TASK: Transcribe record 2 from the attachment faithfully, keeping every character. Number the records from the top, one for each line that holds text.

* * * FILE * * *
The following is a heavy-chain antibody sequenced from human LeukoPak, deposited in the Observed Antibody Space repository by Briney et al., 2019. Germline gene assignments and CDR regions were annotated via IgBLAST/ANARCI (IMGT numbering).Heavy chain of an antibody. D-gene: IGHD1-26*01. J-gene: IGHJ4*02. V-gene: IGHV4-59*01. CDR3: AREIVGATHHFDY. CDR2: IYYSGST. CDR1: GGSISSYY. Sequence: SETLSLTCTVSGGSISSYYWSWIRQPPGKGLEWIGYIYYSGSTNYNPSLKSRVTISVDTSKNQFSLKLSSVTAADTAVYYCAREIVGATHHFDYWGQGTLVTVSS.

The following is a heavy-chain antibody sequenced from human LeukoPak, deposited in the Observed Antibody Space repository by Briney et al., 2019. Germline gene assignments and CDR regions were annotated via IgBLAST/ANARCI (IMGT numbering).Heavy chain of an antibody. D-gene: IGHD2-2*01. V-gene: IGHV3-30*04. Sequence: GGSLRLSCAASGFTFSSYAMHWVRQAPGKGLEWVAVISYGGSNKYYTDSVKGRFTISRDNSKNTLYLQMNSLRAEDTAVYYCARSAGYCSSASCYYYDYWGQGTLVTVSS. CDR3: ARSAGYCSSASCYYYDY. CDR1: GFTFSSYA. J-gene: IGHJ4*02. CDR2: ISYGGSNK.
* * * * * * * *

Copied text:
The following is a heavy-chain antibody sequenced from human LeukoPak, deposited in the Observed Antibody Space repository by Briney et al., 2019. Germline gene assignments and CDR regions were annotated via IgBLAST/ANARCI (IMGT numbering).Heavy chain of an antibody. D-gene: IGHD2-2*01. V-gene: IGHV3-30*04. Sequence: GGSLRLSCAASGFTFSSYAMHWVRQAPGKGLEWVAVISYGGSNKYYTDSVKGRFTISRDNSKNTLYLQMNSLRAEDTAVYYCARSAGYCSSASCYYYDYWGQGTLVTVSS. CDR3: ARSAGYCSSASCYYYDY. CDR1: GFTFSSYA. J-gene: IGHJ4*02. CDR2: ISYGGSNK.